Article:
My husband and I had a robust conversation the other day after his recovery from the common cold.
We discussed the differences he and I have and men in women in general in regards to physical suffering. My husband of 36 years is more the vocal complainer where I like to skulk and suffer in silence.
We talked about how each sickness, injury or mental assault could be used as a trial run in preparing for our Death. What would that look like and would it help us be more prepared and less anxious for death?
We experimented. We started using each ailment or twinge of pain to prompt us to use the dying metaphor as we went about our day. To hold on to the thought that we were dying could only be sustained for a few minutes before it became too uncomfortable to endure.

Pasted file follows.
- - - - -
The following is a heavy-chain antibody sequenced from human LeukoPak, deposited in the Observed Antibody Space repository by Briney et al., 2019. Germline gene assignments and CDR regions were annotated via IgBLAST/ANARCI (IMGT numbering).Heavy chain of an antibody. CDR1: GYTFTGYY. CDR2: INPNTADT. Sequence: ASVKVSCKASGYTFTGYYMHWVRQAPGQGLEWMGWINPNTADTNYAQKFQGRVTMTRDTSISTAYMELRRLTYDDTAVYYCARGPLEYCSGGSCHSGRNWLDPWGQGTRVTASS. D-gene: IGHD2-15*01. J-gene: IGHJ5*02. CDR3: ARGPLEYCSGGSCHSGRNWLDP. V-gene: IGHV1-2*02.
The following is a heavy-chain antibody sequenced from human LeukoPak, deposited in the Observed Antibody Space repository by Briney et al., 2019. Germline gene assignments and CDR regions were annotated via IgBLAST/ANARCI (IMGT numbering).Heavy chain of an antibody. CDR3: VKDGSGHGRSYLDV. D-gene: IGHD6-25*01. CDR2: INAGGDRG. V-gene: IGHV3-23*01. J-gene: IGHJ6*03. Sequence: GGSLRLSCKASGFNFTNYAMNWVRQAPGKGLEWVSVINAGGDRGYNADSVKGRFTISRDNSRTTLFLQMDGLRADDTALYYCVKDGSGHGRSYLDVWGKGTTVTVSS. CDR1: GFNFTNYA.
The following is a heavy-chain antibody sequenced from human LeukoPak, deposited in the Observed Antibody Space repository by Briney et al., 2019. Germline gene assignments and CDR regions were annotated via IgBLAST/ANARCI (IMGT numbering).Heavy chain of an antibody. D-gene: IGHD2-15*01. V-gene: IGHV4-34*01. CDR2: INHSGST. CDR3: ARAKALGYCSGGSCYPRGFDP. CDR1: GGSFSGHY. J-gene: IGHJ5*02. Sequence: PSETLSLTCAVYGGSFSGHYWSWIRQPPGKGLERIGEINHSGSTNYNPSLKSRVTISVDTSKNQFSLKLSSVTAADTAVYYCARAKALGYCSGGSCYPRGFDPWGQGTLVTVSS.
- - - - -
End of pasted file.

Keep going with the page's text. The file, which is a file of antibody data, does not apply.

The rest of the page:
I thought of my patients. What about those who truly do live throughout their day with the constant reminders of their disease by experiencing constant pain or retching coughs? How do they endure? How do they live each day as if it is their last and may well be?
As a child, I was terrified of death. It was often in the twilight hours, between the moment of lying down and drifting off to sleep, that the terror would arise. The thought of vanishing completely from the world and never being part of it again would seize and engulf my very being. Religion and spirituality were of little or no solace. Even to my young mind, they struck me as fantasies as they do for most of my patients.
That terrified feeling came back as I practiced the presence of Dying. It was as if I was 6 years old again experiencing the possibility of becoming nothingness. But behind that thought is another thought that gives me some comfort…at least we will be nothingness together.